The Law of Moses is not meant to be complementary to the Law of the Gospel. It was substitutive action for those who could not forgive an offense, who required satisfaction. It is in “opposition” to the Gospel and meant as a curse, or be it, an alternative course of action to the “more excellent way of Christ.” The Law made permissible an alternative course of action within limitations.
The channeling of the retaliatory reflex by way of limitations gave the qualifiers of “righteous,” “commensurate,” and “proportionate” to such terms as “retribution,” “justice,” and “vengeance,” respectively. Nevertheless, from the beginning, all shedding of blood had been forbidden and those capable of doing so were considered to be acting in “righteousness.” The Nephites were taught by the traditions of their fathers to defend themselves, their families, their lands and their religion unto bloodshed (Alma 43:46-47 cf. 48:14-15). This included keeping the “statutes and judgments” of Mosaic Law (D&C 58:40) considered “righteous retribution” for personal offenses. As an “appendage,” this is an alternative course of action in opposition to forgiveness. It is substitutive action to “righteousness” (D&C 98:30-31) permitted for those of a “lower spiritual capacity” (BD Law of Moses – “a replacement of” the Law of the Gospel). Of course, for those of higher spiritual capacity, conscience requires more than what is “justifiable” in one’s personal conduct as a Disciple of Christ.
The New Testament
To illustrate the personal conduct of a Disciple of Christ, we look to the life of Christ, the Ammonites and teachings in the Doctrine and Covenants. Let’s start with Jesus Christ:
We begin with Matt. 5:38-48. In the Sermon on the Mount, Christ taught his disciples not to retaliate at all. This was an abrogation of the “statutes and judgments” in the Mosaic Law. Jesus quotes the Mosaic Law specifically and no mention is made whether this abrogation is the result of changing conditions for the Jews (who are no longer an independent nation, rather subject to Caesar). Regardless, the taking of the Law into one’s own hands is prohibited. Vengeance and justice is returned to whom it properly belongs. This, of course, only rules out seeking justice (1 Cor. 6:1-11), not self-defense, nor the defense of others.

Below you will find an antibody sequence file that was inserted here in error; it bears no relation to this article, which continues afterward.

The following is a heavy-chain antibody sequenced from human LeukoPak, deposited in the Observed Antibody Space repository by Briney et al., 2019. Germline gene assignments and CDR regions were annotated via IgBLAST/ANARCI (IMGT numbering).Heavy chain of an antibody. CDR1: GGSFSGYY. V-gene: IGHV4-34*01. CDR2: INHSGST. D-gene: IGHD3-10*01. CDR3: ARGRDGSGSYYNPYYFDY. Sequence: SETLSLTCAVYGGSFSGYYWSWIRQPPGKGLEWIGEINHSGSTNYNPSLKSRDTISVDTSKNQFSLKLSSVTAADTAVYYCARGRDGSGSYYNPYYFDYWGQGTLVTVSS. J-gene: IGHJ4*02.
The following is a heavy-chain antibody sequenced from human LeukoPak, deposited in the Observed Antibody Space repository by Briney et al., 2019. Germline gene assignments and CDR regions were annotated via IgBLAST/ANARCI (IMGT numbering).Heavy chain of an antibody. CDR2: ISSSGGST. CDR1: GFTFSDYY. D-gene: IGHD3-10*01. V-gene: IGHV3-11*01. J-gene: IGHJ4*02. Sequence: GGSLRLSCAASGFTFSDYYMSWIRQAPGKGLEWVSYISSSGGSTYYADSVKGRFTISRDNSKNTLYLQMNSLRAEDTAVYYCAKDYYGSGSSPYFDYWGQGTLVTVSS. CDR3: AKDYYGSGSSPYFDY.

We continue with Matt. 26:51-53. In defense of the Christ, an innocent, Peter wields the sword. The Lord’s response to Peter is to put away the sword. He states the natural consequences for wielding the sword, “All that take the sword, shall perish with the sword” and “Thinkest thou that I cannot now pray to my Father, and he shall presently give me twelve legions of angels?” Christ even goes so far as to forgive those who scourge and murder him. Later (see below), we learn that in the latter days the Lord has set loose the Destroyer to act as his agent of wrath. Those Saints who identify themselves as agents of God’s wrath, after the order of Lamech, and take up the sword to shed blood will get caught up in the whirlwind of the Destroyer to be destroyed (“whirlwind” means human nature taking its course towards ultimate destruction in wars and rumors of wars). These verses rule out self-defense and the defense of others despite others being innocent.
We finish with John 18:36. Pilate asks Christ if he is a king. Christ answers that his kingdom is not of this world. He states, “If my kingdom were of this world, then would my servants fight.” Not only does this indicate that the Kingdom of Israel was not the kingdom of God, but of men, it also rules out defense of the church.
What do we learn from the example of Christ? To defend the church, oneself, or others through bloodshed is to fail at being a Disciple of Christ.
The Book of Mormon
The Ammonites, in comparison to the Nephites, are a “highly favored people” because of the covenant they had made to never shed blood (Alma 27:30). Alma the Elder, founder of the church, will also be referenced.
We begin with Mosiah 23:27-29. After escaping into the wilderness, Alma the Elder and the people of God settle down and till the land. The Lamanites find Alma the Elder and the people of God. Alma the Elder offers no resistance, rather subjects himself and the people of God to the rule of the Lamanites. These verses rule out war in defense of lands and the people of God (not yet organized as a church).
We finish with Alma 24:19 and 26:34. Ammon speaks of the Ammonites, who because of their love for mankind, neighbor and enemy, would rather die than defend themselves or each other. They consider the shedding of blood, even in self-defense and the defense of others, to be “sin.” It is their “hatred” of sin that causes them to renounce the sword even in their own defense and the defense of others.
What do we learn from the examples of Alma the Elder and the people of God? Subjection to and love for enemies.
The Doctrine and Covenants
We begin with D&C 63:25-35. The Lord instructs the Saints that they are forbidden to shed blood for their lands. The Lord states that the “wicked slay the wicked.” These verses rule out defense of lands and the church.